This course introduces students to the field of Second Language Acquisition (SLA), which focuses on how humans learn subsequent languages after they have acquired a first language. It explores the variables associated with outcomes in second language learning, as well as what it means to acquire competency in the four skills (reading, writing, speaking, listening) in a language other than one's first.

This course functions as a forum to pair in in-school field placement in a U.S.-based P-12 English as a Second Language (ESL) classroom or community ESL-related service, with the learning of successful educational practices and models in contemporary ESL/EFL education. Through in-class discussions and tasks, coupled with the field placement, the course creates a significant opportunity for students to reflect on and make connections between the knowledge and skills they have acquired during various components of the TESOL program, as well as the course content.

The course introduces basic concepts and issues in sociolinguistics as they relate to TESOL, including multilingualism, language in society, language identity, dialects, language and education, and language rights.

This course explores basic issues of psycholinguistics including speech perception and word recognition (spoken and visual), reading and language acquisition, and language development. The course also examines second and foreign language learning from a psycholinguistic perspective.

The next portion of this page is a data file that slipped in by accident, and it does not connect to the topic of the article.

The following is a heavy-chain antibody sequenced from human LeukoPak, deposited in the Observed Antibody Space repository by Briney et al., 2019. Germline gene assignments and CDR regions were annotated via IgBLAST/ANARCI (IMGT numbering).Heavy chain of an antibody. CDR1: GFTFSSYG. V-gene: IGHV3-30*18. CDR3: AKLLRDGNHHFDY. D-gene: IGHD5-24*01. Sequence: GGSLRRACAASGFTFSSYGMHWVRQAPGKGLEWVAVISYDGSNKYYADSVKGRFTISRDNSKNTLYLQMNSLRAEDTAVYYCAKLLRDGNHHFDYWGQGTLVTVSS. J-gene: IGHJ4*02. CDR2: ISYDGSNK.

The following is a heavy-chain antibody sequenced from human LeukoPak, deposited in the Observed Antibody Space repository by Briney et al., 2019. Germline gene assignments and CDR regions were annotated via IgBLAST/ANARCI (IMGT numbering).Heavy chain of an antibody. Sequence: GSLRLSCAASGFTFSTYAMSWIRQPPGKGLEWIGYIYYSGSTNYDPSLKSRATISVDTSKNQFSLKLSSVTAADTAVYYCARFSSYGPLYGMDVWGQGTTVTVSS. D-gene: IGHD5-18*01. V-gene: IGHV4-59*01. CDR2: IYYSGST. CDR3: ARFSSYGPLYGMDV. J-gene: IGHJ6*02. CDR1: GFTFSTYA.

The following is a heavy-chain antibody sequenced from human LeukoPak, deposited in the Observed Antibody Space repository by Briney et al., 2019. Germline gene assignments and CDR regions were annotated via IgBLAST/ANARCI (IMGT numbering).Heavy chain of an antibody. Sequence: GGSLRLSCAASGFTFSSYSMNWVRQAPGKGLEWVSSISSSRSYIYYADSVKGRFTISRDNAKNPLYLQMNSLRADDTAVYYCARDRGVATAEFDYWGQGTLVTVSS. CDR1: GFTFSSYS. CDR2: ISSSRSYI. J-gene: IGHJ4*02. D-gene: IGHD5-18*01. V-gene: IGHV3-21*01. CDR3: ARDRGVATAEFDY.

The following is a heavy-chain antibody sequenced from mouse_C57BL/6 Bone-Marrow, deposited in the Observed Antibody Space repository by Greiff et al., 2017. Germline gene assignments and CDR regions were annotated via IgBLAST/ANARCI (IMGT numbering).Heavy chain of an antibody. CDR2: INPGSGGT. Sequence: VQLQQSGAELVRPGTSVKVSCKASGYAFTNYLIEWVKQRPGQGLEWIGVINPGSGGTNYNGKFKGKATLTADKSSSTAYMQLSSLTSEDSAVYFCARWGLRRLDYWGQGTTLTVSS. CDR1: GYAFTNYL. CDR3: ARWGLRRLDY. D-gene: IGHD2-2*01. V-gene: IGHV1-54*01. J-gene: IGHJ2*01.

A one-hour course in which the thesis director and student put together a proposal for the research and writing of the thesis.

A five-hour course of credit for the thesis.

Electives:

This course discusses works of authors of colonized nations as a literary tradition. Particular attention will be paid to the ways in which postcolonial authors from different time periods and cultures present their perspectives on colonialism and postcolonialism. 

Survey of the history of the English language that concentrates on 1) the external influences on the development of English, 2) the internal changes in the language (semantics, grammar, phonology), and 3) related linguistic issues such as dialects. The course objective is to put the history of the language in a social and philosophical context and to help students read English language texts of any period. 

*Other courses by approval.

Faculty

  • Karen Newman, PhD in Language Education, Indiana University-Bloomington
  • Miriam Olver, PhD in Rhetoric and Composition, Purdue University
  • Fei Fei, PhD in Second Language Studies, Michigan State University
  • Carrie Kilfoil, PhD, Rhetoric & Composition, University of Louisville
  • Molly Martin, PhD, Medieval Literature, Purdue University

Tuition

Tuition for 2017-18 is $508/credit hour. Get information about financial aid for graduate students ►

When can I start?

The TESOL master's and certificate programs will begin in Summer 2015. Courses will be offered year-round. Candidates who meet all admission requirements and are accepted may begin the program during the fall, spring or summer semester. The deadline for completed applications for Semester I (Fall 2015) is July 15. For Semester II (Spring 2016) admission, the deadline to apply is November 1. Priority consideration will be given to applications submitted by these dates; however, applications submitted after the deadline and will be considered for available openings in the program.